Tiny Fish, Big Benefits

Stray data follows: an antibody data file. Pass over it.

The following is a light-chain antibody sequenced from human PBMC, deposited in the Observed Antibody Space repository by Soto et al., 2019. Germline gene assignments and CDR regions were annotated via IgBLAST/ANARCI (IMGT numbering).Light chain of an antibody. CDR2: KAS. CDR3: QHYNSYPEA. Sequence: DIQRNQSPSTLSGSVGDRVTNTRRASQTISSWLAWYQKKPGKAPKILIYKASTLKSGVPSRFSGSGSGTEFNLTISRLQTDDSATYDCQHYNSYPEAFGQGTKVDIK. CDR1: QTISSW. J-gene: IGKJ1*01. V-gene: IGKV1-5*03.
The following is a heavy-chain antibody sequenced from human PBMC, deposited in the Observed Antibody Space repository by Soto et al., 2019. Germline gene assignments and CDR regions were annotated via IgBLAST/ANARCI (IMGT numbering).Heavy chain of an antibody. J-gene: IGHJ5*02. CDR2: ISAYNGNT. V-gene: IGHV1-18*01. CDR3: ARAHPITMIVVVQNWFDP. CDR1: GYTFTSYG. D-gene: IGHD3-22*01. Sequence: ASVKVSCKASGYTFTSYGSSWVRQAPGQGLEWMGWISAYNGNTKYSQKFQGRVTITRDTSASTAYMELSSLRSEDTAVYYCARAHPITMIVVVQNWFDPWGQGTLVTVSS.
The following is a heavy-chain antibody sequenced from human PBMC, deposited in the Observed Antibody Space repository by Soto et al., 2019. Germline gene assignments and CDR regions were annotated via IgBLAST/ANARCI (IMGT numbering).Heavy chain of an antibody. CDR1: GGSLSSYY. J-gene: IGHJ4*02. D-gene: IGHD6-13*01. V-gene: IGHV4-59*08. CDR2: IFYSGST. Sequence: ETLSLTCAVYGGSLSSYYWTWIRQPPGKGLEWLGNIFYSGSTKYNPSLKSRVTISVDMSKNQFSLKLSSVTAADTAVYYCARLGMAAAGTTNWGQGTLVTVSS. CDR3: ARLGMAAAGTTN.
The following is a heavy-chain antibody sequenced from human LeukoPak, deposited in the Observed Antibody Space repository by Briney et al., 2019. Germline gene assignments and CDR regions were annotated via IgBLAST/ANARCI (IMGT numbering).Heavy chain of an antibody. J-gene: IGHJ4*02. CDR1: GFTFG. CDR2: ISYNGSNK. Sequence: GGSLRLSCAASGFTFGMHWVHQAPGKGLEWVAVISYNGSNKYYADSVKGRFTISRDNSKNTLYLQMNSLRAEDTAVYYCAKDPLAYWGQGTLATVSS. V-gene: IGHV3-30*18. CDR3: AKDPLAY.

SALINE SOLUTION Saltwater fish may be healthier for you than the freshwater kind. Canadian researchers analyzed the diets of people living in a lakeside fishing community and then measured their blood levels of two key omega-3 fatty acids: eicosapentaenoic acid (EPA) and docosahexaenoic acid (DHA), both of which benefit your heart and brain. Surprisingly, they found that those who ate the most fish had similar levels of EPA and DHA to those who ate the least – a finding that’s contrary to study results from seaside locales. Why? Research indicates that your body could process EPA and DHA from freshwater fish differently than that from saltwater species. The seafood with the most omega-3 fats: mackerel and sardines. Sardines are also rich in calcium (in the bones) and a natural source of vitamin D. They’re a good ecological choice too, since sardine populations are abundant in most parts of the world – and contaminants are much less of a concern than with most other fatty fish. When buying canned sardines, compare nutrition labels. Depending on the type of sardine, where they come from, and what they are packed in (water, oil, or sauces), they can vary a lot in calories (90 to 275), fat (5 to 15 grams), and sodium (200 to 400 milligrams) per 85gram serving. If you’re concerned about bisphenol-A (BPA) leaching from the lining of cans, more companies are now using BPAfree cans – check the labels. BPA, used to prevent corrosion, affects hormone function and has been linked to heart disease, diabetes, and other adverse effects. You can also get fresh sardines in many fish markets.